×
You will be redirected back to your article in seconds

Daybreakers

The novel hook has nearly all humanity turned vamp.

With:
With: Ethan Hawke, Willem Dafoe, Claudia Karvan, Isabel Lucas, Sam Neill, Michael Dorman, Vince Colosimo.

Take the futuristic corporate malfeasance of “The Matrix” and the race to find the post-plague cure of “28 Days Later,” add vampires, and you’ve got “Daybreakers,” the sophomore feature for twin Aussie writer-directors Michael and Peter Spierig (following cheeky 2003 zombie flick “Undead”). The novel hook has nearly all humanity turned vamp, with the mortal population — and their valuable blood — thus nearing extinction. However, the script doesn’t wring many surprises or much character involvement from the premise, and the brothers’ helming, while slick, is short on scares, action setpieces and humor. Lionsgate plans a January Stateside release for this Australia-U.S. co-production; prospects look decent but unspectacular in all markets.

It’s 2019, 10 years after an infection began turning most folks into bloodsuckers and the holdouts into fugitives — or comatose captives farmed for blood by Bromsley Marks Corp. The shortage of blood is causing worldwide panic as the undead populace, starved for the vital fluid, mutate into grotesque, batlike “subsiders.”

CEO Charles Bromsley’s (Sam Neill) chief hematologist is Edward (Ethan Hawke), who’s working on an artificial blood substitute. While a vampire himself, Edward is in sympathy with the humans, helping a group of them elude capture after a car accident. As a result of this good deed, Audrey (Claudia Karvan) introduces him to Lionel, aka “Elvis” (Willem Dafoe), who’s stumbled upon a possible cure that makes vampires mortal again.

Unfortunately, Edward’s younger brother, Frankie (Michael Dorman), a gung-ho loyalist to the human-hunting Vampire Army, has trailed him to this meeting — with reinforcements. The rest of the pic sees Edward, Elvis and Audrey trying to keep one step ahead of their pursuers while experimenting with the (awfully simple) means by which this vampire world might become a healthy human one again. Predictably, bottom-line-oriented corporate types don’t want that to happen.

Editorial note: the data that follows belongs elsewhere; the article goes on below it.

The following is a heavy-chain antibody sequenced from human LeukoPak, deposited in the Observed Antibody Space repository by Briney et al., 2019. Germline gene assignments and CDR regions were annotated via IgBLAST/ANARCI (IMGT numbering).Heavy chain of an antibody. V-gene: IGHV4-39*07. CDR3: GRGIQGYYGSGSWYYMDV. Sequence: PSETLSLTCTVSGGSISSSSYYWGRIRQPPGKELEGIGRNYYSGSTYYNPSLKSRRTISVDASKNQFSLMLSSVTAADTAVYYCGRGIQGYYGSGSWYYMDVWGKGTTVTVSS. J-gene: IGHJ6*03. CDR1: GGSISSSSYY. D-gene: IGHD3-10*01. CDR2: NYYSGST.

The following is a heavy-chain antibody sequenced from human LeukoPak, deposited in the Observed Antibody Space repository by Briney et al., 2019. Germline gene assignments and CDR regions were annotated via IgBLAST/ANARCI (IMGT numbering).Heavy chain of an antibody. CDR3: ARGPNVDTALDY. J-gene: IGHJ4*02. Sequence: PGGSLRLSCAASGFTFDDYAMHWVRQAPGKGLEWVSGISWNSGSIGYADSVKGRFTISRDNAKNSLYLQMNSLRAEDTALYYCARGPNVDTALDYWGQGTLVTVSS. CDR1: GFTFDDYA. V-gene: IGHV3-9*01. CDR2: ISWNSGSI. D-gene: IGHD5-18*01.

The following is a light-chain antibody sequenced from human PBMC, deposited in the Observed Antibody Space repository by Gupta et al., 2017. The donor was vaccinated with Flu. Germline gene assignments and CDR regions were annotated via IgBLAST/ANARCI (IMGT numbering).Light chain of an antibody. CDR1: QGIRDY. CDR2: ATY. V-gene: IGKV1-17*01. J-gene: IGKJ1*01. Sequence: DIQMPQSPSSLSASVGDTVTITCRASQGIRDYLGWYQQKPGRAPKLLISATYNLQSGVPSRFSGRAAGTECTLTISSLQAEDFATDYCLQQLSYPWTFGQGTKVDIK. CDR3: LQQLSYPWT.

This strand could be a useful metaphor for, say, global warming and environmental depletion — as companies continue to despoil resources whose exhaustion could imperil planetary life itself. But “Daybreakers” doesn’t evince much interest in exploiting its premise for sociopolitical commentary, or even having fun with the way in which vampire life hasn’t really changed much about everyday (or rather, every-night) behavior.

As a result, it becomes a movie that inadvertently asks the question: If you make vampires so ordinary that they’re no longer scary, seductive or endowed with special powers, what’s the point in having them at all?

Indeed, despite its fantasy trappings — vampire-eye contacts, a cold, steely blue, black and gray “Matrix”-y look, etc. — “Daybreakers” emerges as a competent but routine chase thriller that lacks attention-getting dialogue, unique characters or memorable setpieces that might make it a genre keeper rather than a polished time-filler.

Reflecting their uninspired material, thesps deliver adequate clock-punching perfs, though miscast Dafoe’s quipping yokel needn’t be included in his resume. Production values are glossy; Christopher Gordon’s orchestral score takes matters seriously.

Though shot in Australia, the pic goes for a nonspecific setting and American accents.

Popular on Variety

Daybreakers

U.S.- Australia